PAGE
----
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Corruption with Competition Among Hidden Principals

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  • Federico Weinschelbaum

    ()
    (Department of Economics, Universidad de San Andres)

Abstract

Generally when there is increased competition on one side of the market, the other side is better off. We study the effects of increased competition among sellers when there is a potentially corrupt agent who procures the good on behalf of a buyer. The model consists of a principal (the owner of a ¯rm), an agent (the manager), and many \hidden principals" (suppliers of an input). Corruption occurs when an agent conspires with one of these hidden principals to appropriate gains at the principal's expense. Suppliers have two key attributes: production cost and \dishonesty" cost (a utility penalty incurred from being corrupt). The effects of increased competition among suppliers depend crucially on whether new suppliers are heterogeneous across these characteristics. When the new suppliers vary according to their productivity levels and/or their honesty levels, there are three possible sources of ine±ciency. First, no transaction may occur, although it is socially e±cient to transact. Second, the most productive supplier may not be used because he is too honest. Third, the most productive supplier may not be used because the principal has (optimally) restricted the pool of potential suppliers. Importantly, we ¯nd that increased competition among sellers may in fact harm the buyer.

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File URL: ftp://webacademicos.udesa.edu.ar/pub/econ/doc24.pdf
File Function: First version, 2000
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Bibliographic Info

Paper provided by Universidad de San Andres, Departamento de Economia in its series Working Papers with number 24.

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Length: 27 pages
Date of creation: Jan 2000
Date of revision: Jan 2000
Handle: RePEc:sad:wpaper:24

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Related research

Keywords: corruption; principal-agent; hidden principal; competition;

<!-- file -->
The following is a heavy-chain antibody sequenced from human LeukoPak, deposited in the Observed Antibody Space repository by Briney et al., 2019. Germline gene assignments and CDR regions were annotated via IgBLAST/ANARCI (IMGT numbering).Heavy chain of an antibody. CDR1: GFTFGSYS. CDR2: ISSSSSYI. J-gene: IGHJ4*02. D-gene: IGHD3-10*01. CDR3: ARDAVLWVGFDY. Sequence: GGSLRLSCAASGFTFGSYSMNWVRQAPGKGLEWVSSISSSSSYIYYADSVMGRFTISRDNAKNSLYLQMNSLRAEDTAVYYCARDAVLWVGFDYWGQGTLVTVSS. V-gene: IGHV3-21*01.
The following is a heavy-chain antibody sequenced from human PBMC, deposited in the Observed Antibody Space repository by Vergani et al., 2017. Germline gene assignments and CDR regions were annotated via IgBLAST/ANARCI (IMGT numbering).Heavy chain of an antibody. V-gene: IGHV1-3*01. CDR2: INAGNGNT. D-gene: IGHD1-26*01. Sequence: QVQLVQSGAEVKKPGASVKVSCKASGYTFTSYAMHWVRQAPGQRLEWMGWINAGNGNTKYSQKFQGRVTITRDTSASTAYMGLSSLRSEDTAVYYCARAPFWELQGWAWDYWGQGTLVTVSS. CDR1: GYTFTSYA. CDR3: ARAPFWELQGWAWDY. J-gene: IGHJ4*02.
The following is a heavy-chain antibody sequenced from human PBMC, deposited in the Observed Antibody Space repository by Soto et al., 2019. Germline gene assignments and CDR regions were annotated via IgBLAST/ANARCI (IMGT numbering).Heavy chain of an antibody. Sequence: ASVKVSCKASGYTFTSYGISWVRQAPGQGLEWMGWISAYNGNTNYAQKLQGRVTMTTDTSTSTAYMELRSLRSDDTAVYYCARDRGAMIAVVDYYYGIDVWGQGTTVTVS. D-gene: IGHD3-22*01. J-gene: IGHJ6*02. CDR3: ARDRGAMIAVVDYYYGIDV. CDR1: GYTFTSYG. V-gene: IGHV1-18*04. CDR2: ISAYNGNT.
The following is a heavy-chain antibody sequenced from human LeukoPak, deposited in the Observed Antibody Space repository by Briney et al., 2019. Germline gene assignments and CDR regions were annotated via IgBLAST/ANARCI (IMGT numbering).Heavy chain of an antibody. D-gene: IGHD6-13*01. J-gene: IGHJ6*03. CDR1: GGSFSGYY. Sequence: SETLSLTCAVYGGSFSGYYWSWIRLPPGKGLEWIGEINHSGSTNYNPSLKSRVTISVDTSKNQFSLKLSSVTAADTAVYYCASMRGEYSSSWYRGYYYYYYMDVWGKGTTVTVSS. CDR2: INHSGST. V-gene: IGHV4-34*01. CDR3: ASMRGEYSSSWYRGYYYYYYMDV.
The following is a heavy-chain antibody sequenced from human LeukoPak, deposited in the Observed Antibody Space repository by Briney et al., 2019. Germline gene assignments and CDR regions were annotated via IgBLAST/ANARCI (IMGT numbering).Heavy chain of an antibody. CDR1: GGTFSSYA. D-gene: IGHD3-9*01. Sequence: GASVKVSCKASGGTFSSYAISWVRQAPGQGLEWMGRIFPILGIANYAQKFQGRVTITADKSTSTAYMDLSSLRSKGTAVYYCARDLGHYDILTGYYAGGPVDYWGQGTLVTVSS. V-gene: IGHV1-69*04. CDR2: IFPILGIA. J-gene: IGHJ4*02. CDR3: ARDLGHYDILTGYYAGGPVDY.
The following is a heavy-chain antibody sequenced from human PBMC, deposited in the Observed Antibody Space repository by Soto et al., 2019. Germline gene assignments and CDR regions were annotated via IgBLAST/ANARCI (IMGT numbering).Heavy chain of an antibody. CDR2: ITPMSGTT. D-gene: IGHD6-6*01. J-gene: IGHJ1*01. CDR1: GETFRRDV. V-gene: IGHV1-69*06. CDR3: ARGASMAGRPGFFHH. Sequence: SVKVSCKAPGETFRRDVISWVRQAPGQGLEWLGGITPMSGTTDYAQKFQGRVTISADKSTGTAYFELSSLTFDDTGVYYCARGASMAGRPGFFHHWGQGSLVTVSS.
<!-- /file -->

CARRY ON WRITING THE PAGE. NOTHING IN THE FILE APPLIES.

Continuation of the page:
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References

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  1. Bliss, Christopher & Di Tella, Rafael, 1997. "Does Competition Kill Corruption?," Journal of Political Economy, University of Chicago Press, vol. 105(5), pages 1001-23, October.
  2. Alberto Ades & Rafael Di Tella, 1997. "The New Economics of Corruption: a Survey and Some New Results," Political Studies, Political Studies Association, vol. 45(3), pages 496-515.
  3. Acemoglu, D. & Verdier, T., 1996. "Property Rights, Corruption and the Allocation of Talent: A General Equilibrium Approach," Working papers 96-5, Massachusetts Institute of Technology (MIT), Department of Economics.
  4. Rose-Ackerman, Susan, 1975. "The economics of corruption," Journal of Public Economics, Elsevier, vol. 4(2), pages 187-203, February.
  5. Pranab Bardhan, 1997. "Corruption and Development: A Review of Issues," Journal of Economic Literature, American Economic Association, vol. 35(3), pages 1320-1346, September.
  6. Rafael Di Tella & Alberto Ades, 1999. "Rents, Competition, and Corruption," American Economic Review, American Economic Association, vol. 89(4), pages 982-993, September.
  7. Lui, Francis T., 1986. "A dynamic model of corruption deterrence," Journal of Public Economics, Elsevier, vol. 31(2), pages 215-236, November.
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Cited by:
  1. Roberto Cortes Conde, 2008. "Spanish America Colonial Patterns: The Rio de La Plata," Working Papers 96, Universidad de San Andres, Departamento de Economia, revised Mar 2008.
  2. Alfredo Canavese, 2004. "Commons, anti-commons, corruption and 'maffia' behavior," Law and Economics 0411002, EconWPA.

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